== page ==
Any broadcasting regime with the ideal of giving priority to the interests of the general public rather than commercial interests, often framed as giving the public what it needs rather than what it wants, offering a forum for disseminating information within the public sphere (see alsobalanced programming; public and private spheres; public broadcasting service; comparemarket model). In such conceptions, PSB is seen as having a democratic function (see alsoaccess), information and education being more important than entertainment, and the quality of programme content being a high priority (see alsoquality television; Reithianism). It also makes a major contribution to shaping a sense of national identity (see alsoimagined community). PSB has been increasingly eroded by commercial pressures, and some argue that it is no longer a tenable model (see alsoaudience fragmentation; commercialization; dumbing down; fiction values; spectrum scarcity). In the UK, the Broadcasting Act of 1954 led to the break-up of the BBC monopoly and to Independent Television (seeduopoly), the Broadcasting Act of 1982 recognized the needs of minority audiences and led to Channel 4, and those of 1990 and 1996 accommodated the ‘free market economics’ of satellite television and digital broadcasting (see alsoderegulation).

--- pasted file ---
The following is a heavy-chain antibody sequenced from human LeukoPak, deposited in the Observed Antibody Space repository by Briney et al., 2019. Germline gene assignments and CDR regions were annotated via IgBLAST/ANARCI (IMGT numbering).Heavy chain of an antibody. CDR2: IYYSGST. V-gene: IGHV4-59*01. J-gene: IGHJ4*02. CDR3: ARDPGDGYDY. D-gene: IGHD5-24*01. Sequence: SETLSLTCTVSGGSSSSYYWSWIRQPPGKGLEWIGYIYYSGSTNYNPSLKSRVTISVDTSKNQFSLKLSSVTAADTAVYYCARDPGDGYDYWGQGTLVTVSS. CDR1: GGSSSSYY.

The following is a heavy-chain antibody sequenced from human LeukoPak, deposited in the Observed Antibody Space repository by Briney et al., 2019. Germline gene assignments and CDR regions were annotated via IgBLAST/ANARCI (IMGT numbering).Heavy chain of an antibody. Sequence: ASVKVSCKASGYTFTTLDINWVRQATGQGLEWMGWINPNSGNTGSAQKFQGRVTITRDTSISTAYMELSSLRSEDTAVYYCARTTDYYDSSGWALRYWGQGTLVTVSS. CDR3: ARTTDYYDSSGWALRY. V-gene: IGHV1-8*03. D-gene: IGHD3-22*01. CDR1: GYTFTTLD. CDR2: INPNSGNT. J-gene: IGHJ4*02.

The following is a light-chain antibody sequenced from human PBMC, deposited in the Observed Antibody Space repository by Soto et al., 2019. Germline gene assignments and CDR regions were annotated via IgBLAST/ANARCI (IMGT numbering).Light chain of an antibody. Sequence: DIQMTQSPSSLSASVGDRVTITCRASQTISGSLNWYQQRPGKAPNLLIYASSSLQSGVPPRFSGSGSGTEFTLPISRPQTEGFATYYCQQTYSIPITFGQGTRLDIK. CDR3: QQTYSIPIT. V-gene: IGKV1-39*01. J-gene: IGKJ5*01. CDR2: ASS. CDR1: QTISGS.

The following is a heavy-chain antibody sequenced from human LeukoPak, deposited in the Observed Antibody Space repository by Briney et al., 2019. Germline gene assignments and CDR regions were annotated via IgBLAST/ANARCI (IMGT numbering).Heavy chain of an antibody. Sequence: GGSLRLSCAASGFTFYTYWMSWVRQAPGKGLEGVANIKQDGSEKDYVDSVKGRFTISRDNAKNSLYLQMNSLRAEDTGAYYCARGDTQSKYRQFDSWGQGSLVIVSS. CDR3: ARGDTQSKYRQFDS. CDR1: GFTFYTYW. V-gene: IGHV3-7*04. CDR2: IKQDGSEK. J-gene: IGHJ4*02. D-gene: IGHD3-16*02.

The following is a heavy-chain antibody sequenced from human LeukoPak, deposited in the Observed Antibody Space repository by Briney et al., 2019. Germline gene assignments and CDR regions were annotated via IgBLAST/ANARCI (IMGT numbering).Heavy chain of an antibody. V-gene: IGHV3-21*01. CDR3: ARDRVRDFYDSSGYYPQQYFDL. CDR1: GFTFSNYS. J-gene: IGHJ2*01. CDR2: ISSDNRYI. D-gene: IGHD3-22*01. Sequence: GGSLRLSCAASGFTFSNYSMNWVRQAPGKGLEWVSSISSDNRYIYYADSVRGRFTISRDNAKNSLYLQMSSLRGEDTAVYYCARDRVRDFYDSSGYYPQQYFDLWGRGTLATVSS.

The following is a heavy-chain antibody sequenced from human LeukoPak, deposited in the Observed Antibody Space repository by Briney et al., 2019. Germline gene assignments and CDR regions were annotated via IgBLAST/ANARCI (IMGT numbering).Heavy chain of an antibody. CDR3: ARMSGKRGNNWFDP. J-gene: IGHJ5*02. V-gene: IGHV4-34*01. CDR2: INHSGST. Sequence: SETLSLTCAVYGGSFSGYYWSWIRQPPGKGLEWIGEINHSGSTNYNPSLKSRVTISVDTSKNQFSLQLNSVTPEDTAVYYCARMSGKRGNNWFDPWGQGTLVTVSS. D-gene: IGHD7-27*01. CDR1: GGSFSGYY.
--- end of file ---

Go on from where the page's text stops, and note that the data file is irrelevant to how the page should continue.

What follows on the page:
Subjects: Media Studies — Law.